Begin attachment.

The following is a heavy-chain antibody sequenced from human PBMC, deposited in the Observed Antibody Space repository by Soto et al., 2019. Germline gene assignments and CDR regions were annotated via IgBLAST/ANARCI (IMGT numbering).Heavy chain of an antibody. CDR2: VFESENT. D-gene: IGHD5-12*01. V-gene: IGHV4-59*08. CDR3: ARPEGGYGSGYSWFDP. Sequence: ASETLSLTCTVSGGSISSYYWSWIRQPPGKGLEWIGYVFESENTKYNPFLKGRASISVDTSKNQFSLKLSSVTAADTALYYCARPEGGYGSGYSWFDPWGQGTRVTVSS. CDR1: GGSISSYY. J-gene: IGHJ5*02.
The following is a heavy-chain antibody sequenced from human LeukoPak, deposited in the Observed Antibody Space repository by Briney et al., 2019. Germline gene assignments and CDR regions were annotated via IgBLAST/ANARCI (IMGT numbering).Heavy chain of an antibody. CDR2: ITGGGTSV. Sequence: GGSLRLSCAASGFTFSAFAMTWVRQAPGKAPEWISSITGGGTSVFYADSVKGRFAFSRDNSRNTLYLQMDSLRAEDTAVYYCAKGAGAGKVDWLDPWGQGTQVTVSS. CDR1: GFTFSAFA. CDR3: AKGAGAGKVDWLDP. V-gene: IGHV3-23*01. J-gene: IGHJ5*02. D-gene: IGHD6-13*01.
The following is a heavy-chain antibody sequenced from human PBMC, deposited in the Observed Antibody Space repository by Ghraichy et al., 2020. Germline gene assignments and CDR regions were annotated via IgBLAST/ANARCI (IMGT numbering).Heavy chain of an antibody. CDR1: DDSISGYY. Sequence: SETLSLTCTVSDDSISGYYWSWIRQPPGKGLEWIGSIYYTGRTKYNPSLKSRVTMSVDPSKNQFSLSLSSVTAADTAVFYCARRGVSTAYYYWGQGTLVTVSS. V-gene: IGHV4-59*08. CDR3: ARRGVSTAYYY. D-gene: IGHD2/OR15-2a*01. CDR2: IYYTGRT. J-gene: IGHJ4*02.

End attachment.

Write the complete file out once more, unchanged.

The following is a heavy-chain antibody sequenced from human PBMC, deposited in the Observed Antibody Space repository by Soto et al., 2019. Germline gene assignments and CDR regions were annotated via IgBLAST/ANARCI (IMGT numbering).Heavy chain of an antibody. CDR2: VFESENT. D-gene: IGHD5-12*01. V-gene: IGHV4-59*08. CDR3: ARPEGGYGSGYSWFDP. Sequence: ASETLSLTCTVSGGSISSYYWSWIRQPPGKGLEWIGYVFESENTKYNPFLKGRASISVDTSKNQFSLKLSSVTAADTALYYCARPEGGYGSGYSWFDPWGQGTRVTVSS. CDR1: GGSISSYY. J-gene: IGHJ5*02.
The following is a heavy-chain antibody sequenced from human LeukoPak, deposited in the Observed Antibody Space repository by Briney et al., 2019. Germline gene assignments and CDR regions were annotated via IgBLAST/ANARCI (IMGT numbering).Heavy chain of an antibody. CDR2: ITGGGTSV. Sequence: GGSLRLSCAASGFTFSAFAMTWVRQAPGKAPEWISSITGGGTSVFYADSVKGRFAFSRDNSRNTLYLQMDSLRAEDTAVYYCAKGAGAGKVDWLDPWGQGTQVTVSS. CDR1: GFTFSAFA. CDR3: AKGAGAGKVDWLDP. V-gene: IGHV3-23*01. J-gene: IGHJ5*02. D-gene: IGHD6-13*01.
The following is a heavy-chain antibody sequenced from human PBMC, deposited in the Observed Antibody Space repository by Ghraichy et al., 2020. Germline gene assignments and CDR regions were annotated via IgBLAST/ANARCI (IMGT numbering).Heavy chain of an antibody. CDR1: DDSISGYY. Sequence: SETLSLTCTVSDDSISGYYWSWIRQPPGKGLEWIGSIYYTGRTKYNPSLKSRVTMSVDPSKNQFSLSLSSVTAADTAVFYCARRGVSTAYYYWGQGTLVTVSS. V-gene: IGHV4-59*08. CDR3: ARRGVSTAYYY. D-gene: IGHD2/OR15-2a*01. CDR2: IYYTGRT. J-gene: IGHJ4*02.